PALM BAY, Fla., Aug. 23, 2016 — Four decades after it was first conceived, one of the largest wetland restoration projects in the world is now complete, although operation and maintenance of the award-winning project will continue.
The St. Johns River Water Management District and its partners today celebrated the completion of the Upper St. Johns River Basin Project, a marsh restoration and flood control project covering more than 166,000 acres in Brevard and Indian River counties.
“The Upper Basin Project has breathed new life into the headwaters of the St. Johns River,” said St. Johns River Water Management District Executive Director Dr. Ann Shortelle. “Our predecessors at the district and the U.S. Army Corps of Engineers shared an ambitious, seemingly insurmountable vision. Today, we leave behind a legacy for future generations.”
The conclusion of this project moves it into long-term maintenance, Shortelle added.
“We will continue making progress in the upper basin, but the completion of this milestone project is a huge leap in the right direction,” she said.
In the early 1900s, the upper basin was diked and drained for agricultural purposes. By the early 1970s, 62 percent of the marsh was gone and canals were constructed to divert floodwaters from the basin to the Indian River Lagoon to the east. The alterations diminished water quality in the lagoon and degraded the upper basin’s remaining marshes.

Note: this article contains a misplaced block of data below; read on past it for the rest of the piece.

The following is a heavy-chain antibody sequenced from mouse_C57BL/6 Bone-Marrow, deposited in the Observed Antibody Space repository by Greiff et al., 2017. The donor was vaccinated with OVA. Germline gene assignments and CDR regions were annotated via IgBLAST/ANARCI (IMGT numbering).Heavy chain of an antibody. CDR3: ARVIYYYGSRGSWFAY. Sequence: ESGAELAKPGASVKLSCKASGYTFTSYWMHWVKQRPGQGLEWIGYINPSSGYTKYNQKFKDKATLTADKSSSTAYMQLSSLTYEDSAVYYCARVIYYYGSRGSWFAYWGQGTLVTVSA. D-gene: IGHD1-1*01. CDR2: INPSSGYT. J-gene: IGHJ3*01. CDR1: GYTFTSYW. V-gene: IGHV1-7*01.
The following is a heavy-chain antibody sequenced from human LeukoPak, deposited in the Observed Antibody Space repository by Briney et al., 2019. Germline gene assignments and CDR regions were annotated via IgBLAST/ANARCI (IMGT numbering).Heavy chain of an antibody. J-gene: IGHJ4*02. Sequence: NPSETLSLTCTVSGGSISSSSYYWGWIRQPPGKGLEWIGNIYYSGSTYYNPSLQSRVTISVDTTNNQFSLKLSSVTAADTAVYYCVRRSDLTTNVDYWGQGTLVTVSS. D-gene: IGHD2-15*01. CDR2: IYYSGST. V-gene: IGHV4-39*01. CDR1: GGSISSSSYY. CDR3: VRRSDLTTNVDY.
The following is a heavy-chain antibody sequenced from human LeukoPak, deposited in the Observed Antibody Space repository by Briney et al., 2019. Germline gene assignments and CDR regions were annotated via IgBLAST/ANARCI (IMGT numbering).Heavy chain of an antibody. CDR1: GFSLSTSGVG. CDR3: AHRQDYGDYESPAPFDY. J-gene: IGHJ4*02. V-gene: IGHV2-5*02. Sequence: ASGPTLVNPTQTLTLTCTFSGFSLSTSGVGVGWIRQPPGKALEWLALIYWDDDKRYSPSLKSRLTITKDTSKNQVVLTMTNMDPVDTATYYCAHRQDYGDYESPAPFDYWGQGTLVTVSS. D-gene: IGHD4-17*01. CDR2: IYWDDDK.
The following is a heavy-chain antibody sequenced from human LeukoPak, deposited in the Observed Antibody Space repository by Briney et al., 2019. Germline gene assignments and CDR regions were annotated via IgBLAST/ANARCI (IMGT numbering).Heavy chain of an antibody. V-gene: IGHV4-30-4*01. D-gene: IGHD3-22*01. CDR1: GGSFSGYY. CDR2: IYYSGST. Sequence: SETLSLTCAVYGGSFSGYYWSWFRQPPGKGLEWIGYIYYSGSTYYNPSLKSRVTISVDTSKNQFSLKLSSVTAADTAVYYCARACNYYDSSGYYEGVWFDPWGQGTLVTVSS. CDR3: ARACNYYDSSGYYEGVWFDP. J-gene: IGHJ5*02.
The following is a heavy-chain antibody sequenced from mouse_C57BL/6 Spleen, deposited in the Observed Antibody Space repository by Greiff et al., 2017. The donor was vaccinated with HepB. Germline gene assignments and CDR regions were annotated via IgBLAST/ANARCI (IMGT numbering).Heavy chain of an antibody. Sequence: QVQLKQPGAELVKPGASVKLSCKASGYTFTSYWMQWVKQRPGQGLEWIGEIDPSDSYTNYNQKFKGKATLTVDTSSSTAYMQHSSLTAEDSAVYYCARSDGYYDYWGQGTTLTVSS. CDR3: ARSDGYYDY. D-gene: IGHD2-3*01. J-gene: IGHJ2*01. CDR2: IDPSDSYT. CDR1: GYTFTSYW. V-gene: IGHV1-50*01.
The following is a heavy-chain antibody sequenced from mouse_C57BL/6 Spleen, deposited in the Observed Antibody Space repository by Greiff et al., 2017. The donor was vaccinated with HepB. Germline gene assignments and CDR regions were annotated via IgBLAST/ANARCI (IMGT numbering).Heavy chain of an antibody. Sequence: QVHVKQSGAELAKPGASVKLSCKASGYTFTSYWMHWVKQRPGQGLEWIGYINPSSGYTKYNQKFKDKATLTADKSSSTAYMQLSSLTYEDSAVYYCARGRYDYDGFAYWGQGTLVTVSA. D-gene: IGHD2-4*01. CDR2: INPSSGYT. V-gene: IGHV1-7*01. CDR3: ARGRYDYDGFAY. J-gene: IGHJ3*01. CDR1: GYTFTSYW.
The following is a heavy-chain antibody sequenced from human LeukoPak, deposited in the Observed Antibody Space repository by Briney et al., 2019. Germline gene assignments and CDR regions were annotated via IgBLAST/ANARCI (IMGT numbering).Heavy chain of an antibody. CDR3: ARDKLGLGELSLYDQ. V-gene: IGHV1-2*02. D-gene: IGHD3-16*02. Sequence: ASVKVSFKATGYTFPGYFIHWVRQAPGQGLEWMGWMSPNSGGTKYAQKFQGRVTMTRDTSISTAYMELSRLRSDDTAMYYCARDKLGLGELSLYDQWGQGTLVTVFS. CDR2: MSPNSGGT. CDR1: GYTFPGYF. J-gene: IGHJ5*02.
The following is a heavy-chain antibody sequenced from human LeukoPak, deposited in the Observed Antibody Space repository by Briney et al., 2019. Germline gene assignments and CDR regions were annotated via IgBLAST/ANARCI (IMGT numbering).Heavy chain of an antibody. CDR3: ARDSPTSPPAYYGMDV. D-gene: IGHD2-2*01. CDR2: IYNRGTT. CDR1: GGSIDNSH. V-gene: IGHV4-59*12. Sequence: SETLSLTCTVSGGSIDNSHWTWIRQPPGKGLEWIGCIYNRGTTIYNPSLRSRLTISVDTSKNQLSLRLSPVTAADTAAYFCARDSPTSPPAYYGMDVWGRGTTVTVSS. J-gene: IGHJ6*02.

The district and the Corps joined forces in 1977, designing a project that would restore drained marshes, provide flood protection, virtually eliminate freshwater discharges to the Indian River Lagoon, isolate agricultural runoff from the St. Johns River and restore habitat for wildlife and fisheries.
“The Upper Basin Project has been a game changer for citrus growers in Indian River County,” said District Governing Board member Douglas Bournique, who also serves as executive vice president of the Indian River Citrus League. “The availability of water for irrigation and freeze protection has protected our industry time and again.”
Since the project’s inception, the Corps performed the engineering design and managed its construction; operation and maintenance lies with the District.
“This project challenged hundreds of scientists, engineers, project managers and leaders to implement new, more natural approaches in a watershed-wide project that provides flood control, water quality improvements and marsh restoration,” Col. Jason A. Kirk, commander of Jacksonville District, U.S. Army Corps of Engineers. “The success of this project shows what can be accomplished through shared commitment and focus over time and working across broad watersheds. The many individuals and organizations that cooperated on this project deserve to be very proud of bringing the Three Forks Marsh project forward to this significant milestone. They have set the standard in working together to make tomorrow better.”
Earlier this month, the Florida Engineering Society lauded the Upper Basin Project as a Project of the Century, presenting project engineers with an excellence in engineering award. This is the second major award to recognize this project – the other was the international Thiess River Prize in October 2008.
Visit www.sjrwmd.com/upperstjohnsriver for more information about the Upper Basin Project.